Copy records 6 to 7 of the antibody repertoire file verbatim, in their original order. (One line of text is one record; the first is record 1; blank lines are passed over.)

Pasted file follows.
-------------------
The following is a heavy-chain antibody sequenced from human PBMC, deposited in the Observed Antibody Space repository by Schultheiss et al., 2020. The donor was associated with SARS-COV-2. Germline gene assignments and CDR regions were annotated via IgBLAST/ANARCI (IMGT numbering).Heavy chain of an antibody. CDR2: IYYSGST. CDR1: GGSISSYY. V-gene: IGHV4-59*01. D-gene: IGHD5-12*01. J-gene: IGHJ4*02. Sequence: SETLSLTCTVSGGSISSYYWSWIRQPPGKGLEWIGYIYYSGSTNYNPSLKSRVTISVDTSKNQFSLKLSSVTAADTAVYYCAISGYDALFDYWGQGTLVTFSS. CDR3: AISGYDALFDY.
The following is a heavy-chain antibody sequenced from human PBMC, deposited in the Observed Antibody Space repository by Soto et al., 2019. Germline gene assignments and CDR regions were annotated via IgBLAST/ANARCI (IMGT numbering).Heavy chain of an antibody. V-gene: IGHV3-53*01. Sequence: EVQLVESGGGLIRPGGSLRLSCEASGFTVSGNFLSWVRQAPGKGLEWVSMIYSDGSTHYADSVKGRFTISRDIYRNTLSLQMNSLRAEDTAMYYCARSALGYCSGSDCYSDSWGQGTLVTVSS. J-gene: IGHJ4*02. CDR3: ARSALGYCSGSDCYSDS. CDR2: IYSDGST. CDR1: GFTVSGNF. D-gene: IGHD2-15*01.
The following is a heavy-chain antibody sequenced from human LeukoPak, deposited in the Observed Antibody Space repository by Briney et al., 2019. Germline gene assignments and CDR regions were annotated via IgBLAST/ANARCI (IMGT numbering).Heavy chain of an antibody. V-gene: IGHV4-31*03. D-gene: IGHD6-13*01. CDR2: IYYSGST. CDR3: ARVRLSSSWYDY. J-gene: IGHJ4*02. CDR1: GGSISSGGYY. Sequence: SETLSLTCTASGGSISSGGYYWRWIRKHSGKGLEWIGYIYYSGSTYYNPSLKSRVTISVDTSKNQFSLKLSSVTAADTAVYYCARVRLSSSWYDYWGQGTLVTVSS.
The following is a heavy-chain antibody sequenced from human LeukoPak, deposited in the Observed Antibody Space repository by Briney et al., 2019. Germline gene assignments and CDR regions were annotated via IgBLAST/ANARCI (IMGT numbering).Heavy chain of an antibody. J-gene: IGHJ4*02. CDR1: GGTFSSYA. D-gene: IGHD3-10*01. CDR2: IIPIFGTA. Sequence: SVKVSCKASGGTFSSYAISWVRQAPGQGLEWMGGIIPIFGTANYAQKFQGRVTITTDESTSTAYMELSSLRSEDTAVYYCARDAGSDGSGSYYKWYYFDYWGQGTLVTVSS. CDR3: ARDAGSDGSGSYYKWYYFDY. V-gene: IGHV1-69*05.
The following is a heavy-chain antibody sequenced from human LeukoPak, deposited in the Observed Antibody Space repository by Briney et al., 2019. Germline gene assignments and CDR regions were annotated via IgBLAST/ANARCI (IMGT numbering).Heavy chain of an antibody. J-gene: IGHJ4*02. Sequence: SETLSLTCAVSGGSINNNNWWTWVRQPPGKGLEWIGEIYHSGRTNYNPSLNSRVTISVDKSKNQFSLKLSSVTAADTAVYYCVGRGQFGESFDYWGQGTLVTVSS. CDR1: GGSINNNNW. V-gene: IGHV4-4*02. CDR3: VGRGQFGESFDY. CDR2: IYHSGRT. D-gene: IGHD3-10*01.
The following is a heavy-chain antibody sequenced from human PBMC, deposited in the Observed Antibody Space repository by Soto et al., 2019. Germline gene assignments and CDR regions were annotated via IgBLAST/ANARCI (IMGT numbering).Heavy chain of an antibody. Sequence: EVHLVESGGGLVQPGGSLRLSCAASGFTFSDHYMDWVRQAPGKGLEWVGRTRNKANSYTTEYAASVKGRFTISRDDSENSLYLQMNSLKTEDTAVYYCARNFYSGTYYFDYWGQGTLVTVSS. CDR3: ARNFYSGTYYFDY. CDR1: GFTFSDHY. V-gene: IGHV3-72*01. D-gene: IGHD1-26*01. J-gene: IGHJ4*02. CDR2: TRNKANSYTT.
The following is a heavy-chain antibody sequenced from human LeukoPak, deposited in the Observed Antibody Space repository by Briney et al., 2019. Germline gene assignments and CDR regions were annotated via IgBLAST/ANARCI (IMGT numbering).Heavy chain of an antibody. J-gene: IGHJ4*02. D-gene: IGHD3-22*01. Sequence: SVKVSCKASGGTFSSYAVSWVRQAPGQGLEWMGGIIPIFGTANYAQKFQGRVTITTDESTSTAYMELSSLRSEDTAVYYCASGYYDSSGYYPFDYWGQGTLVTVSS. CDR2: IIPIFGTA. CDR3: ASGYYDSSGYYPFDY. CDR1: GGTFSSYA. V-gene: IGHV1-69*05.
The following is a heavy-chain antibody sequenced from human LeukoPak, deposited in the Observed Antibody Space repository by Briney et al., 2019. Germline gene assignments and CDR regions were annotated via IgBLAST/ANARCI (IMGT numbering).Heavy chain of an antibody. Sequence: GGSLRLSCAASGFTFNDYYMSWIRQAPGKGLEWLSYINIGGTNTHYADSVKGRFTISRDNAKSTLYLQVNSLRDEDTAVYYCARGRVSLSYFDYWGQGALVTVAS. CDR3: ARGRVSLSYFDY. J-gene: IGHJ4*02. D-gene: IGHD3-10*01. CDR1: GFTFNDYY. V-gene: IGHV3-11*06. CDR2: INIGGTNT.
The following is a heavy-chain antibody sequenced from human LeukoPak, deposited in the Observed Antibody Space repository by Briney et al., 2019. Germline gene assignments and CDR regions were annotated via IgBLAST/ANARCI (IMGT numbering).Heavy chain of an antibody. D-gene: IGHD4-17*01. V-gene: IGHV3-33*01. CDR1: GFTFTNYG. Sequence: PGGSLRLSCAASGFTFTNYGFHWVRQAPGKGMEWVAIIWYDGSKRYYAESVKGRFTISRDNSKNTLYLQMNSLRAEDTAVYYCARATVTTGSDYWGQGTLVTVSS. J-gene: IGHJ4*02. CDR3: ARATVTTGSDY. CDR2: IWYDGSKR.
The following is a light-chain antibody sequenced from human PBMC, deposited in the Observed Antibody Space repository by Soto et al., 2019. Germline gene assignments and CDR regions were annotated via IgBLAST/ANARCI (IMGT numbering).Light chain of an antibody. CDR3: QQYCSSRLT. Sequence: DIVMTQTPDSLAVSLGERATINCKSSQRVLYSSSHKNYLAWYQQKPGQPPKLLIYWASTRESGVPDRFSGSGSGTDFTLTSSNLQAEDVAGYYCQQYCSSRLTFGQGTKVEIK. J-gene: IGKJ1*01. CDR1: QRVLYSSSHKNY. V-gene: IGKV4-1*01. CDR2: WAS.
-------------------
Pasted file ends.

The following is a heavy-chain antibody sequenced from human PBMC, deposited in the Observed Antibody Space repository by Soto et al., 2019. Germline gene assignments and CDR regions were annotated via IgBLAST/ANARCI (IMGT numbering).Heavy chain of an antibody. Sequence: EVHLVESGGGLVQPGGSLRLSCAASGFTFSDHYMDWVRQAPGKGLEWVGRTRNKANSYTTEYAASVKGRFTISRDDSENSLYLQMNSLKTEDTAVYYCARNFYSGTYYFDYWGQGTLVTVSS. CDR3: ARNFYSGTYYFDY. CDR1: GFTFSDHY. V-gene: IGHV3-72*01. D-gene: IGHD1-26*01. J-gene: IGHJ4*02. CDR2: TRNKANSYTT.
The following is a heavy-chain antibody sequenced from human LeukoPak, deposited in the Observed Antibody Space repository by Briney et al., 2019. Germline gene assignments and CDR regions were annotated via IgBLAST/ANARCI (IMGT numbering).Heavy chain of an antibody. J-gene: IGHJ4*02. D-gene: IGHD3-22*01. Sequence: SVKVSCKASGGTFSSYAVSWVRQAPGQGLEWMGGIIPIFGTANYAQKFQGRVTITTDESTSTAYMELSSLRSEDTAVYYCASGYYDSSGYYPFDYWGQGTLVTVSS. CDR2: IIPIFGTA. CDR3: ASGYYDSSGYYPFDY. CDR1: GGTFSSYA. V-gene: IGHV1-69*05.